Why did you decide to be an Ambassador for Inspiring Rare Birds?
I’m hugely passionate about female entrepreneurs, start ups and leaders. I love the perspectives, the ingenuity, the drive and determination they have, it’s infectious!
After more than 20 years in the corporate world, you took the leap into entrepreneurship. What was the catalyst and the process for that?
Many people go through life wanting to start their own business, and I was another of them, however coming from the field of accounting and finance I had been well and truly tarred with the conservative brush. It wasn’t until someone opened my eyes up to the 20 years of training, skills and experience that I had and they said … What are you waiting for? What more training do you need? That was my catalyst and I’m so glad I took the leap.
Tell us a bit about Bounce and how you lead the organisation. What is your management style?
Bounce Middle East is a group of indoor trampoline and sports centres. It’s a wonderful venture, and something I’m really passionate about. The biggest buzz I get is the sound of laughter of a group of 8 year olds celebrating a birthday party. It’s infectious.
My leadership style (deliberate choice of words versus Management) is “situational.” Over the years I’ve learnt you have to adapt it to the audience, whether it be a new hire with limited to no training versus a senior exec of a big Corporate. On one I’m much more hands on, side by side, and step by step, the other is “Here’s the big picture or idea, I trust you, you have the skills, so just go have fun and make it happen.”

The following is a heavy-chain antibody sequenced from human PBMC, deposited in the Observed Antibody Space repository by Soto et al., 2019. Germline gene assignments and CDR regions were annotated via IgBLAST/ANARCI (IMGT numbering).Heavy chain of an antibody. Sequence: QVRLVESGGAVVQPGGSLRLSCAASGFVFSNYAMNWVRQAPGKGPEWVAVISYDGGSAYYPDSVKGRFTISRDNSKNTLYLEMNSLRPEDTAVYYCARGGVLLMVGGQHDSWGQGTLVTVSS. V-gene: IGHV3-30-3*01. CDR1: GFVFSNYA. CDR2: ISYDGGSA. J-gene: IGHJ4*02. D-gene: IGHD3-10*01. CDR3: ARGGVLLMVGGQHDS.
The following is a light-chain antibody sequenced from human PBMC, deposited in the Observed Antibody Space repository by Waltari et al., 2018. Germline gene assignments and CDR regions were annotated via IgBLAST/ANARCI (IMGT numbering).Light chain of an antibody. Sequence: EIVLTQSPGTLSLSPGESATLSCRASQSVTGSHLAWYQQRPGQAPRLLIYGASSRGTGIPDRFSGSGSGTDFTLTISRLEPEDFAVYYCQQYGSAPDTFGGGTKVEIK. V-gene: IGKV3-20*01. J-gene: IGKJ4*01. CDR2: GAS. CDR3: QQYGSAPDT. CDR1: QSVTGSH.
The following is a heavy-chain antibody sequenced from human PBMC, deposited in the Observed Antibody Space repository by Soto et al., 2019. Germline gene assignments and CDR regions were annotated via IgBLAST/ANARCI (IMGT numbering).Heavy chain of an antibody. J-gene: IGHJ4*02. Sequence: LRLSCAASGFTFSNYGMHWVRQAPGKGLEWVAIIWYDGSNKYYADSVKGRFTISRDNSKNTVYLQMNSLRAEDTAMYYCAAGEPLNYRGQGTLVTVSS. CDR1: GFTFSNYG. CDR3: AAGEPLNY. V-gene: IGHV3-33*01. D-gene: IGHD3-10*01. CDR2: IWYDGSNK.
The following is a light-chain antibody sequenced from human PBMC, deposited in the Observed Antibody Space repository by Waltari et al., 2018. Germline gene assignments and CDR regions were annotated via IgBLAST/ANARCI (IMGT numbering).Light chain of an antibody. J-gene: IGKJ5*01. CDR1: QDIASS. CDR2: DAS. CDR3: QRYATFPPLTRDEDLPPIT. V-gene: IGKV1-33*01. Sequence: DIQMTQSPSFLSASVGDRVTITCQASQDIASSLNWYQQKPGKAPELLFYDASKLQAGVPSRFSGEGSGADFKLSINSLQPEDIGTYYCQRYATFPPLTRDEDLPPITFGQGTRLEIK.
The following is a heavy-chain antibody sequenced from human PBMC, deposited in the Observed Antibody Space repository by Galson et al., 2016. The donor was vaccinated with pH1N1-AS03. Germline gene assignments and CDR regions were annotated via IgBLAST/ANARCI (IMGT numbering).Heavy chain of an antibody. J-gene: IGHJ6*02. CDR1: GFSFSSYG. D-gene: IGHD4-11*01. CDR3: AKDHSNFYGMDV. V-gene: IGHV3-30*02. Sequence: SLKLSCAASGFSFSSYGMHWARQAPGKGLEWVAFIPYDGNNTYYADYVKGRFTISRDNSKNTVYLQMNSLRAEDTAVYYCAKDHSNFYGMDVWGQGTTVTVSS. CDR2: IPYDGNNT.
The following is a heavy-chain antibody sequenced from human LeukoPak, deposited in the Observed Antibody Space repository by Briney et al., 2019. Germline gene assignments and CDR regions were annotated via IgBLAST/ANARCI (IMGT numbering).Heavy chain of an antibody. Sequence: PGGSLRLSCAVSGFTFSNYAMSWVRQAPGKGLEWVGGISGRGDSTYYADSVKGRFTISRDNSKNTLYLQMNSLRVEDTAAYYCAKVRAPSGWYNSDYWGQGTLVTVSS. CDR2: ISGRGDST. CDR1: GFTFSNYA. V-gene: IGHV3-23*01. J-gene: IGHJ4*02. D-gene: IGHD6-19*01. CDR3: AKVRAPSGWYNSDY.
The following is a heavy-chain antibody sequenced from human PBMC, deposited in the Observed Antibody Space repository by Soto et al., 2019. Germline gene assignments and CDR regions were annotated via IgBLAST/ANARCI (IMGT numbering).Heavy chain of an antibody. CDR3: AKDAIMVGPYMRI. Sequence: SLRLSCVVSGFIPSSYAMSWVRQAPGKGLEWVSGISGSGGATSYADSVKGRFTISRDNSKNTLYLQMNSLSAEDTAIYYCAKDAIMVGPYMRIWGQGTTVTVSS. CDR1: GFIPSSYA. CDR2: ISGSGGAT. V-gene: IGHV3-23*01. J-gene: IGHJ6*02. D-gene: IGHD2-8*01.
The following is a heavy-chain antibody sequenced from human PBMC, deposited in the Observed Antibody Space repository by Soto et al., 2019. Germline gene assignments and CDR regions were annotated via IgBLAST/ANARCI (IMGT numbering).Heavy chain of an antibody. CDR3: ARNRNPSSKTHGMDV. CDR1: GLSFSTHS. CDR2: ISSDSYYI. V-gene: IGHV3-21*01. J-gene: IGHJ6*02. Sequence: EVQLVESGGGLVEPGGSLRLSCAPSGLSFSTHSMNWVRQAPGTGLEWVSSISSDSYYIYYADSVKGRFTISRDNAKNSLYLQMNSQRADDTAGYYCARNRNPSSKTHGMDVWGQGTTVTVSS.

What has been your biggest lesson in business, the one that changed everything?
Choose your partners extremely carefully. If you need to have a co-founder, or investor, then you’ve got to choose them as carefully as you do your spouse/partner in life. Regardless of whether you’re a small start up to large business, there’s always good times and tough times, and at all those points your partner needs to be there for you. Trusting you, supporting you, being your biggest cheerleader, your confidante and also ready to have the tough conversations. Choose wisely! It
can will make or break a business.
What is the secret to sustainable growth? What was your experience?
Don’t fall for the “build it and they will come.” I’m a firm believer that you’re better to stay trim, do the hard yards, bring in the revenue and then figure out how to fulfil it. If you’re madly trying to figure out how to support the growth rather than trying to find the growth with an army of people you’ll be successful. Said another way, get the orders and then fill them, don’t get a big team and hope you’ll get the orders.
What advice would you give to someone whose business is stuck in a rut? What can they do to create a catalyst for positive growth?
If you’re stuck, then you need a new perspective. I’d seek out experts in my industry and get some coaching and analysis of the business. You’ll be amazed in our connected world, just how many people are out there willing to help make a difference.
Which sources of business wisdom do you turn to when you are stuck?
I’m straight on to my network. I’ve tried hard over the last 10 years in particular (wish I started earlier) to keep nurturing my friends, relationships, colleagues etc. as you never know when you’ll come up with an issue that they are uniquely qualified to help with (and most of them will).
What has motivated you to support women entrepreneurs through both mentoring and investing?
Two things really, 1) I’m just so much more inspired by their outlook, the way they look at issues, their thought process and the products/services they create, and the 2) is a selfish one. I have two daughters, and I’m hopeful that I can help create a world where they have more opportunities than those that trod the path before them. Maybe one day, one of the amazing entrepreneurs I’ve helped may just help them.
Is there anything else you would like to say?
To every female entrepreneur “you’ve got this,” and if you want some help. I’m here.